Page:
Traces. Now, here's the excuse for the trip. A couple of weeks ago our big-game writer Roddy Hays, sent me a couple of very interesting pieces of kit, that looked perfect for the pike angler, or so I thought. This trip was to evaluate the items under test conditions which was why we had driven so far to this prolific but remote location in such appalling weather conditions.

The first item was a knottable steel trace with the highly original name of Knottable Steel Trace from Australian tackle giants (or midgets?) the Shipton Trading Company. Giants or otherwise this company have some very interesting products. Believe it or not, this trace material does exactly what it says on the label. Made in France, it appears to be a multi-strand (similar to the Krystons etc) which has an outer sleeve of finely woven flat steel. The end result is, in effect, an 'armour plated' multistrand. Run it through your fingers and play with it - it feels and acts just like a stiff braid.

I took seven pike to 14lb 8ozs on this trace material yesterday. I also hooked (and lost on the barbless single hooks, won't use those again!) another five fish. Some of those pike were lightly hooked, others were deep hooked. Some came in quietly, others thrashed about all over the place. The point is, the material received a thorough and true testing in a real pike-fishing situation and came through it with flying colours. At the end of the day the trace looked and felt the same as when I started. Even those little jack-pike with the really, really sharp teeth caused it no obvious damage. No kinks either of course.

Oh, almost forgot - and you can tie knots in it. You can! I tried just two knots, because that's all I ever use. A doubled overhand knot to produce a loop, and a uni-knot/grinner-knot or whatever you want to call it. What I did notice is that you shouldn't tie it by going 'twice through the eye' as this does seem to weaken it. Once through the eye is enough and it will then keep its knot strength - more than once through the eye seems to strangle it, but that could just be the way I tie my knots! I used the 10kg breaking strain on this trip but I think it also comes in 8kg and 15kg and maybe others. For safety sake I would use the heavier stuff rather than the lighter when piking. It's pretty thin, comparable to QED thickness.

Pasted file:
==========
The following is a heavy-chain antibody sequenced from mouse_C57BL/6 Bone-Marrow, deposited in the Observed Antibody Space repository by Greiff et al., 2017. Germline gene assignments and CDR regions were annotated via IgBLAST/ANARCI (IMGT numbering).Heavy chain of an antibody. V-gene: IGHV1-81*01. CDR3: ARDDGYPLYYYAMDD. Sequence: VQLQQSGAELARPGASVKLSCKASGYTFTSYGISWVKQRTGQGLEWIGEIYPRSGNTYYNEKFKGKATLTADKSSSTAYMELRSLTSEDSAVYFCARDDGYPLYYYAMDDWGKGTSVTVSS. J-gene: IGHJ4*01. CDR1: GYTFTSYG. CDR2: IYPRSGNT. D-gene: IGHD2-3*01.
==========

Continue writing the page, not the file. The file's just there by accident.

The lighter grades of this trace material could just be the answer to the livebait anglers prayer, combining the benefits of a flexible braid with a pike-proof trace. Big perch, barbel, chub - all could be targeted using live-fish baits by using this material. And how about those huge but tackle sensitive zander? More testing will be needed to confirm this suspicion. I would like to be able to say that the material would also be suitable for a pike fly-fishing trace but in truth, I haven't been able to try it properly yet. I can't see why not though and will be using it for just that purpose on future trips.

The other item of tackle that Roddy sent me was a gun shaped device made by the cuddly sounding Fuzzy Corporation of Tokyo. (That's in Japan in case any of my kids are reading this.) The gun is called the Releaseman and is designed to be a treble-hook remover.

What can I say. It is clever! You'll have to get one to experience exactly how it works as it's a bit complicated to describe in words. Look at the pictures. This piece of kit is obviously designed for world-wide distribution and seems to be the ideal tool for all lure anglers whether they angle in salt or fresh-water. My one came in a baby blue plastic with a very informative packet. Don't throw away the packaging until you have thoroughly digested the information printed on it.

Now a request. Please Mr Fuzzy Corp, make a Magnum 44 version of the Releaseman. It is such a great little tool but it could be even better if the barrel was twice, or even three times as long. We used it on a couple of occasions with the pike and I'm pleased to say that it worked fine. However it was rejected in favour of traditional forceps with the more deeply hooked fish simply because we couldn't get the barrel deep enough down their throats. Because of this I can't say the Releaseman is the ideal tool for the baitfishing pike angler. But I want to, because (as the actress said to the bishop) for the sake of a few more inches, it really could be.